These 4 short L-words can help reveal if you might be depressed


  • Being unhappy about something or having a bad day is different from the long-term sadness and loss of interest in life that are associated with depression.
  • A simple 4-word checklist can help you decide if you or a loved one is at risk.
  • It’s always best to get a professional opinion, but these words can help start a conversation.

Mental health experts are worried: Depression is on the rise in the US, especially in teenagers. From 2005 to 2015, depression rates in kids between the ages of 12 to 17 spiked, and the suicide rate for teenage girls is now the highest it’s been in four decades. 

Experts aren’t sure what’s causing the disturbing trend, but they’re concerned about the mental health of the country. 

In New York City, coaches are working to recruit and train a kind of civilian mental-health army of 250,000 volunteers. The hope is that people trained in “mental health first aid” will be better able to start conversations, lend a helping hand, and share compassion for friends, colleagues, neighbors and other fellow New Yorkers who are dealing with mental health issues. 

New York residents who volunteer get a free, day-long training — I recently participated in one. My fellow volunteers and I were taught some simple ways to spot the difference between someone experiencing a bad mood or a few bad days and a person with more serious, long-term depression. 

The coaches suggested a four-word approach to checking in on friends and loved ones.

If you’re worried that you or someone you care about may be suffering from depression, but you’re not quite sure how serious it is, ask yourself how the person is doing when it comes to four key happiness measurements.

Is you/your loved one’s mental state having an impact on the person’s ability to:

  • Live
  • Laugh
  • Learn 
  • and Love?

If these four pillars of life are feeling compromised by a persistent cloud of sorrow or indifference, it may be a sign that depression is at hand. 

It’s pretty likely that you know someone dealing with depression.

The World Health Organization (WHO) estimates that around 5.9% of the US population is dealing with a diagnosable depressive disorder. That means more than 1 in every 20 Americans are suffering from depression at any given time.

Depression is the single largest contributor to “non-fatal health loss” worldwide, according to the WHO. It affects around 4.4% of the globe, though those rates vary from place to place. Some of the highest depression rates in the world are among women in Africa, while some of the lowest are in men in the Western Pacific islands, the WHO says.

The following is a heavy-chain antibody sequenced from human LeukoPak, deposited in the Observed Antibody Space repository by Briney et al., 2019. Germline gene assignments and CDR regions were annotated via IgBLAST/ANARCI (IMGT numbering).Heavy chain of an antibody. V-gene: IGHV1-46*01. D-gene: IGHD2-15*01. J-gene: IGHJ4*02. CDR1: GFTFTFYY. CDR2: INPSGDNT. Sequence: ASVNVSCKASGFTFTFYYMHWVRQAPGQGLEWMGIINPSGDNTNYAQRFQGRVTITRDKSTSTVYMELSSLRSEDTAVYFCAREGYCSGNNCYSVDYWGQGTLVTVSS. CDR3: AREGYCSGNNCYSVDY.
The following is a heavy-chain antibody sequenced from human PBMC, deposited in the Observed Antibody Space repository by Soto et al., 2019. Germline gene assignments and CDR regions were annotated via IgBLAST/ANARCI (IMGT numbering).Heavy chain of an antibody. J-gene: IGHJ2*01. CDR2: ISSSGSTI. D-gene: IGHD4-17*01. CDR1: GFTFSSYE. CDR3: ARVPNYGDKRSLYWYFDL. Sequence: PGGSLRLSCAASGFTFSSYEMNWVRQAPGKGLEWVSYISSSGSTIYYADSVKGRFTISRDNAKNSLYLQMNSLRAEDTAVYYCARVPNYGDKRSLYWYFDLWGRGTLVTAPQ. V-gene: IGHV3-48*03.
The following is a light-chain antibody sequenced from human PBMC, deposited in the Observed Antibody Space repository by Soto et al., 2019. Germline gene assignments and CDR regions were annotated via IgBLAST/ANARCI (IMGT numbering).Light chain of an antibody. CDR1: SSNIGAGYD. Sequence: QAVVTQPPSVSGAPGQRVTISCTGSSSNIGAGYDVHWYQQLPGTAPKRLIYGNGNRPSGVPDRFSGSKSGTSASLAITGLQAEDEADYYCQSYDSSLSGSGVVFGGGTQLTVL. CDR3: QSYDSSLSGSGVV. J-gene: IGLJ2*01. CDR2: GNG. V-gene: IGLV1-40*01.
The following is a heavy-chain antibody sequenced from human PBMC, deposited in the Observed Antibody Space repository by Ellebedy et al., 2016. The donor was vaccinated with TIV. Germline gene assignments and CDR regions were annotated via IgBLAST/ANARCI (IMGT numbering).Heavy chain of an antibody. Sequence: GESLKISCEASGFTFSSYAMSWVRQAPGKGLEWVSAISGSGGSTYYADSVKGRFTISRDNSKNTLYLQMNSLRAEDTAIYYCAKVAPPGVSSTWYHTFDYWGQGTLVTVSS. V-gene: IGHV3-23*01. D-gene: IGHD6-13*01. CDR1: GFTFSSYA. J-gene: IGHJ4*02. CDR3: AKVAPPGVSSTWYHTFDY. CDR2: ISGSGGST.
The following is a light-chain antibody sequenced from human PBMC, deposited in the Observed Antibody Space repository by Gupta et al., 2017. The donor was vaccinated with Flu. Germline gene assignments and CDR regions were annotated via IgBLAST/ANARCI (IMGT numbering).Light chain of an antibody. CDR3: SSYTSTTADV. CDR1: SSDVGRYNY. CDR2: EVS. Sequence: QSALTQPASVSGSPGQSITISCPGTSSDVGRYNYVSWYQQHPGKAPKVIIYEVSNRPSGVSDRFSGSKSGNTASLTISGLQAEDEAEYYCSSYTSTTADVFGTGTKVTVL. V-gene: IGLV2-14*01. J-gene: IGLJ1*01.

When health care professionals in the US diagnose depression, they use a manual called the DSM-5, or “Diagnostic and Statistical Manual of Mental Disorders.” It lists several common signs of depression, and defines depression as a condition that lasts for more than two weeks and impacts a person’s ability to go about their life, enjoying the activities that typically make them happy.

Depression might change how a person thinks and feels about the world, and can uproot how they would otherwise go about an average day. In some cases, it can make it impossible for a person to get out of bed in the morning. And it can have an impact on other daily routines, like how a person sleeps, eats, and works.

Only a trained mental health professional can officially diagnose depression, but when it comes to on-the-fly “first aid” for depression, these tell-tale signs can be a first warning that it might be good to ask for help or see a counselor.

If you’re worried about depression, here are some additional resources:

In New York, you can contact health care professionals at this link. They’re available by text message or online chat there as well.

If you’re having suicidal thoughts, call the National Suicide Prevention Lifeline at 1-800-273-8255.

There are also new apps coming online that aim to provide some of the benefits of therapy on the go. These include Woebot, a texting-based system, but they’re untested and by no means a substitute for a mental health professional.

The National Institute of Mental Health also offers a full list of resources for depression on its website.

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